Review: Lenovo Yoga 500, hardly stellar
By Ajith Ram June 6, 2016
Lenovo is having a tough time these days. Despite being the world's largest PC vendor, beating both Dell and HP in unit sales, the company just cannot seem to turn a profit. The financial report for fiscal 2015 (April 2015 - March 2016) shows the company recording revenues of US $44.912 billion. That is a decrease of three percent from the previous fiscal year and a net loss of US $128 million.
Hardly surprising considering that the PC market itself is in a freefall. Lenovo badly needs some innovative products which can command a premium. Is the new Yoga 500 a good candidate for a profitable product?
After being flooded with all-black laptops for the past year, it is greatly refreshing to see a 2-in-1 with a different colour scheme. With the Yoga 500, Lenovo has opted for a fiery red look. It is reminiscent of some older Ferrari laptops from Acer, although the reddish hue on this Lenovo device is of a darker shade. This along with the brushed metal texture on the lid makes the device stand apart in a very crowded market. Despite the look, the lid itself is made of plastic.
At 2.1Kg, the Yoga 500 is around 20 percent heavier than the Acer Aspire R 14 which we had reviewed earlier. But it is really thin at just 0.87 inches. Not quite as thin as some Ultrabooks that we have seen recently, but hardly bulky.
There is a sizeable bezel which runs along the edges of the screen. As the Yoga 500 is a true 2-in-1 rather than just a laptop like the Dell XPS 15, this is probably a requirement as you need to hold the screen edges in order to flip it into 'tent' mode.
But it is not ideal when using it in laptop mode. It has also given Lenovo the ability to include a large keyboard and touchpad. Both are very responsive and long typing sessions are not a problem. The keyboard is also backlit with two brightness settings.
Display and Ports
The Yoga 500 has a 15.6-inch IPS touchscreen with a 1920x1080 resolution. The screen has an anti-glare coating. For comparison, it is about the same brightness as the screen which adorns the Acer Aspire R 14.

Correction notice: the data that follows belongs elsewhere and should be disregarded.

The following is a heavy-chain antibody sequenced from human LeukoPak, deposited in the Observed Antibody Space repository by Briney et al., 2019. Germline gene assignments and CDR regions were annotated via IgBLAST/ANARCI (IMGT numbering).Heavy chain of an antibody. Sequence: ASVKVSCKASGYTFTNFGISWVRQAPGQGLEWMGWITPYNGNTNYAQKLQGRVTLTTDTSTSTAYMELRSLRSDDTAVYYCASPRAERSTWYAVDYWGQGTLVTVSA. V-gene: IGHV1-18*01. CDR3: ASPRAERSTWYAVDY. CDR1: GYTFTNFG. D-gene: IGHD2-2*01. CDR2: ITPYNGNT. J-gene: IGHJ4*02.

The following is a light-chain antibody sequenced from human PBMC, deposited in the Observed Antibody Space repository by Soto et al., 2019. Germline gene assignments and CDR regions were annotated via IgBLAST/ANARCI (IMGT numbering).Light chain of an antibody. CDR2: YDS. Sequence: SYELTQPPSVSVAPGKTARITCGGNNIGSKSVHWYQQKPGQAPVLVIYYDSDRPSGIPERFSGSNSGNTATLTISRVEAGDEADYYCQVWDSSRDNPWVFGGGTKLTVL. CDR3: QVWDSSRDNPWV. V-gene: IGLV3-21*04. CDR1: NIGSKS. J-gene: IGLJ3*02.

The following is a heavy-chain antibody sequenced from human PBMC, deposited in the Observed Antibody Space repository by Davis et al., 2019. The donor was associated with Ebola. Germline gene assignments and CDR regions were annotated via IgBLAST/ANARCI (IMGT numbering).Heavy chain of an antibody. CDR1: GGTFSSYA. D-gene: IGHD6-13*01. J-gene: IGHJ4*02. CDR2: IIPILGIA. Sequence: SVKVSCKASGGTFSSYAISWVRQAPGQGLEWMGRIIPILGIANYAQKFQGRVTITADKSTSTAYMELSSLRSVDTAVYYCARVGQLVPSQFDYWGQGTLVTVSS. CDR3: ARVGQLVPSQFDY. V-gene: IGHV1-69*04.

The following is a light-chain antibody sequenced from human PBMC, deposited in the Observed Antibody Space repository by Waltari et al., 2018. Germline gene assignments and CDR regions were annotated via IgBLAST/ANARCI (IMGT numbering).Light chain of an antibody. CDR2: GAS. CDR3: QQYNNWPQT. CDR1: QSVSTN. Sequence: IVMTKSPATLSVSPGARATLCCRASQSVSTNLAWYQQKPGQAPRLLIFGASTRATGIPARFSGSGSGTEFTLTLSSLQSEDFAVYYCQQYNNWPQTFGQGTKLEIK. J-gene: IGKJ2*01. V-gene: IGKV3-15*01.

The laptop has two USB 3.0 ports, a single USB 2.0 port, HDMI out, a 4-in-1 card reader and a combination analogue audio port. Rather surprisingly, Lenovo has also included a wired ethernet port. It is a good thing as many hotel rooms, particularly in Europe, still provide internet via wired cables.
The Yoga 500 ships with the 'Skylake' family of Intel Core processors. The highest-end version of the device is available with the Intel Core i7 5500U CPU. Our test unit came with 8GB of DDR3 RAM.
Like many laptops and 2-in-1s these days, Lenovo has included a Nvidia 920M discrete GPU which functions alongside the integrated Intel HD Graphics core. The Nvidia GPU has access to an extra 2GB of dedicated VRAM.
Along with the CPU and RAM, another customisable option is storage. You can choose between a regular hard drive or a SSD, both up to 1TB in size.
Put simply, the Lenovo Yoga 500 does not set any new records. In graphics performance, it is slightly faster than the Acer Aspire R 14, but does not exactly storm ahead as the discrete Nvidia GPU is the very basic version.
Battery life is not exceptional either. Lenovo's own specifications mention just under six hours battery life for the included 45Wh power pack. We found it lasts just over three hours if you stream Full HD video and play a game from the Windows Store.
The quality of audio from the Yoga 500 is worth mentioning. It is above par for a laptop or a 2-in1. The maximum volume is excellent and the Dolby Home Theatre speakers provide a good experience.
In addition to Windows 10, Lenovo bundles a photo management app. The value of this is debatable as there are several similar free photo applications available these days.
For audio, the Yoga 500 also has a software equaliser with presets for movie, music, gaming and voice. You can also customise the audio output to your preference.
The Yoga 500 has the exact same problem as the Acer Aspire R 14 and other 2-in-1s we have seen in the past few months. Thanks to the latest Intel processors, CPU performance is good. 3D graphics performance is below average and battery life is poor for a portable. Overall, nothing in the design, hardware or performance of the Yoga 500 propels it well above the level of mediocrity.
Rating: 3 out of 5
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